# nnwhich

##### Nearest neighbour

Finds the nearest neighbour of each point in a point pattern.

##### Usage

```
nnwhich(X, ...)
## S3 method for class 'ppp':
nnwhich(X, \dots, k=1, method="C")
## S3 method for class 'default':
nnwhich(X, Y=NULL, \dots, k=1, method="C")
```

##### Arguments

- X,Y
- Arguments specifying the locations of
a set of points.
For
`nnwhich.ppp`

, the argument`X`

should be a point pattern (object of class`"ppp"`

). For`nnwhich.default`

, typically`X`

and - ...
- Ignored by
`nnwhich.ppp`

and`nnwhich.default`

. - k
- Integer, or integer vector. The algorithm will compute the distance to the
`k`

th nearest neighbour. - method
- String specifying which method of calculation to use.
Values are
`"C"`

and`"interpreted"`

.

##### Details

For each point in the given point pattern, this function finds
its nearest neighbour (the nearest other point of the pattern).
By default it returns a vector giving, for each point,
the index of the point's
nearest neighbour. If `k`

is specified, the algorithm finds
each point's `k`

th nearest neighbour.

The function `nnwhich`

is generic, with
method for point patterns (objects of class `"ppp"`

)
and a default method which are described here, as well as a method for
three-dimensional point patterns (objects of class `"pp3"`

,
described in `nnwhich.pp3`

.

The method `nnwhich.ppp`

expects a single
point pattern argument `X`

.
The default method expects that `X`

and `Y`

will determine
the coordinates of a set of points. Typically `X`

and
`Y`

would be numeric vectors of equal length. Alternatively
`Y`

may be omitted and `X`

may be a list with two components
named `x`

and `y`

, or a matrix or data frame with two columns.
The argument `k`

may be a single integer, or an integer vector.
If it is a vector, then the $k$th nearest neighbour distances are
computed for each value of $k$ specified in the vector.

If there are no points (if `x`

has length zero)
a numeric vector of length zero is returned.
If there is only one point (if `x`

has length 1),
then the nearest neighbour is undefined, and a value of `NA`

is returned. In general if the number of points is less than or equal
to `k`

, then a vector of `NA`

's is returned.

The argument `method`

is not normally used. It is
retained only for checking the validity of the software.
If `method = "interpreted"`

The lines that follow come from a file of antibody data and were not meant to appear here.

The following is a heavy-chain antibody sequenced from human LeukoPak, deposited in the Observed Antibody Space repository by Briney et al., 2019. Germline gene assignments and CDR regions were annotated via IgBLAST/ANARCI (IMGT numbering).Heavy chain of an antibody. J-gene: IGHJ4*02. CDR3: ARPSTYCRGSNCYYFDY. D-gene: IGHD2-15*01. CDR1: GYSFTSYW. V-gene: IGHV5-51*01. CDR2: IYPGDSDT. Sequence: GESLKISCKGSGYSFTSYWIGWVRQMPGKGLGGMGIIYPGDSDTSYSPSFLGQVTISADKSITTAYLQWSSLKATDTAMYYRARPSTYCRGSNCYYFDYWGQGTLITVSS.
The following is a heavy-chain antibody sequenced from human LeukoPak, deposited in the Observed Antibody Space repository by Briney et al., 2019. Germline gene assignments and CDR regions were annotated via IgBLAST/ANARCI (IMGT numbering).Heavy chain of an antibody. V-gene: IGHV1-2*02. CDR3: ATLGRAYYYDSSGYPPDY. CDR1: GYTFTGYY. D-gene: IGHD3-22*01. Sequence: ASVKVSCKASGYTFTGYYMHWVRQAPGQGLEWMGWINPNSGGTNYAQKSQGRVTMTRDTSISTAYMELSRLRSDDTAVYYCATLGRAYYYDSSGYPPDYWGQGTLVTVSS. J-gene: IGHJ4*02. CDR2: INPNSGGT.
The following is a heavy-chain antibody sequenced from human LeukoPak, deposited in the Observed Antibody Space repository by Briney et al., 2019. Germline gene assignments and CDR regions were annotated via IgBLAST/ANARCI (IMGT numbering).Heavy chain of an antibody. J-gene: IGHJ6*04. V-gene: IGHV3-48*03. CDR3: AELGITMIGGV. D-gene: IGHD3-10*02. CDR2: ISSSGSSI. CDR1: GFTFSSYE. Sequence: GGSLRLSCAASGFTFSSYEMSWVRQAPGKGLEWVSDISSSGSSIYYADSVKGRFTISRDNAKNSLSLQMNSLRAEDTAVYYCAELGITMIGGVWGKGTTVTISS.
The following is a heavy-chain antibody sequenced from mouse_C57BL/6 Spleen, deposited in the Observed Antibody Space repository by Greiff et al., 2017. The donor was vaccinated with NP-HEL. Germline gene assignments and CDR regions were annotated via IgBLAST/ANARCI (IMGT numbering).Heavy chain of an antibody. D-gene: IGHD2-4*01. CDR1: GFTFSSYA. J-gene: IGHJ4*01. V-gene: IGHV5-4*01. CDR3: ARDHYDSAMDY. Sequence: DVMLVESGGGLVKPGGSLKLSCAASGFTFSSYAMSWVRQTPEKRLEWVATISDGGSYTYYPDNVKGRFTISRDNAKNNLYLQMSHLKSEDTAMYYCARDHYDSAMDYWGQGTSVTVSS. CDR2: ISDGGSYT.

then the distances are
computed using interpreted R code only. If `method="C"`

(the default) then C code is used.
The C code is faster by two to three orders of magnitude
and uses much less memory.
To evaluate the *distance* between a point and its nearest
neighbour, use `nndist`

.

To find the nearest neighbours from one point pattern
to another point pattern, use `nncross`

.

##### Value

- Numeric vector or matrix giving, for each point,
the index of its nearest neighbour (or
`k`

th nearest neighbour).If

`k = 1`

(the default), the return value is a numeric vector`v`

giving the indices of the nearest neighbours (the nearest neighbout of the`i`

th point is the`j`

th point where`j = v[i]`

). If`k`

is a single integer, then the return value is a numeric vector giving the indices of the`k`

th nearest neighbours.If

`k`

is a vector, then the return value is a matrix`m`

such that`m[i,j]`

is the index of the`k[j]`

th nearest neighbour for the`i`

th data point.

##### Warnings

A value of `NA`

is returned if there is only one point
in the point pattern.

##### See Also

##### Examples

```
data(cells)
plot(cells)
m <- nnwhich(cells)
m2 <- nnwhich(cells, k=2)
# plot nearest neighbour links
b <- cells[m]
arrows(cells$x, cells$y, b$x, b$y, angle=15, length=0.15, col="red")
# find points which are the neighbour of their neighbour
self <- (m[m] == seq(m))
# plot them
A <- cells[self]
B <- cells[m[self]]
plot(cells)
segments(A$x, A$y, B$x, B$y)
```

*Documentation reproduced from package spatstat, version 1.19-1, License: GPL (>= 2)*